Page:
Do current guidelines on vibration provide sufficient health protection at the community level independent of the accompanying soundscape?

Invited paper

Michael Cik

Graz University of Technology

Monday 1 june, 2015, 17:20 - 17:40

0.4 Brussels (189)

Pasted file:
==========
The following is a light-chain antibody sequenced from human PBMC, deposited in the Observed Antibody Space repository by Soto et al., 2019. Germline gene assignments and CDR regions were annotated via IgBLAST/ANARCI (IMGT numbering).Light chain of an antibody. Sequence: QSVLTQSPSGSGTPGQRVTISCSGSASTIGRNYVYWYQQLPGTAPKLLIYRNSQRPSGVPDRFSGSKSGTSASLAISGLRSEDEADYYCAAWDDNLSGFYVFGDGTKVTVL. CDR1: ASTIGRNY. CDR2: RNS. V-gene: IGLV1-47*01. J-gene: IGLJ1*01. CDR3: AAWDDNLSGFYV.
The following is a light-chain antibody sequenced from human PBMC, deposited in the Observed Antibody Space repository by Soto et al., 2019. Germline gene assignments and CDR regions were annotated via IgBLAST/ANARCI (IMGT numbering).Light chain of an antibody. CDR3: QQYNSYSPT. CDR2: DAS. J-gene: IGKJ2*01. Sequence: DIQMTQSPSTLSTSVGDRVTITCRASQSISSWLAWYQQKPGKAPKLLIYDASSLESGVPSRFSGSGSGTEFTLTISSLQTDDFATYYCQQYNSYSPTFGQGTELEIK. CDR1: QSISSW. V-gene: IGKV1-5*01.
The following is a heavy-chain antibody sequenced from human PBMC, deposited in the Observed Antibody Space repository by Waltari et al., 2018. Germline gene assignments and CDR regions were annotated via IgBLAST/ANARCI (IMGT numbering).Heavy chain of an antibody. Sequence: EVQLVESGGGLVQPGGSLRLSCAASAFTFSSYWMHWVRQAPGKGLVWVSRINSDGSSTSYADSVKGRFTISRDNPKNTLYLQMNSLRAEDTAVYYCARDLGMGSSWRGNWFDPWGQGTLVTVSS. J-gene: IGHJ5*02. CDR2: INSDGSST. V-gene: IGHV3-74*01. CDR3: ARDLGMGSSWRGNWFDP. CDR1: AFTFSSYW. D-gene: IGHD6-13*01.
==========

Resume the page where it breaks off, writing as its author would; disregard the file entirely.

The introduction of new types of tramways in the city of Graz (Austria) resulted in strong complaints from local residents in certain areas of the city. Pilot vibration measurement observed some increase in one area where the geological conditions favoured propagation. However, no consistent pattern were found which could explain also the raise in complaints from other locations. To better understand the underlying reasons for the complaints a systematic measurement exercise was designed for 5 locations and combined measurements for vibrations and sound were conducted from 8pm to 8am by means of a dummy head measurement system HSU III.2 in combination with a SQuadriga II mobile recording system (HEAD acoustics GmbH). We observed significant differences in both acoustic and vibrations exposure levels at the 5 locations. An overall systematic difference between "old" and "new" tramways was not detectable with standard acoustic indicators. All measured vibration levels (Wm weighted) remained below the standard (ÍNORM S 9012). On some locations nearly no relevant spread were observed - while larger spread was found on other locations. Further analysis showed a strong underestimation of the acoustic feature by the A-weighting (C-A > 20 dB). Furthermore, the required slow weighting (ÍNORM S 9012) showed significant underestimation of the actual perceived vibration exposure. Eventually, some of the psychoacoustic parameters (tonality, roughness, sharpness) did indicate slight differences between the types of tramways. We discuss whether these overall mixed and confusing results make sense in a combined sound and vibration assessment perspective.

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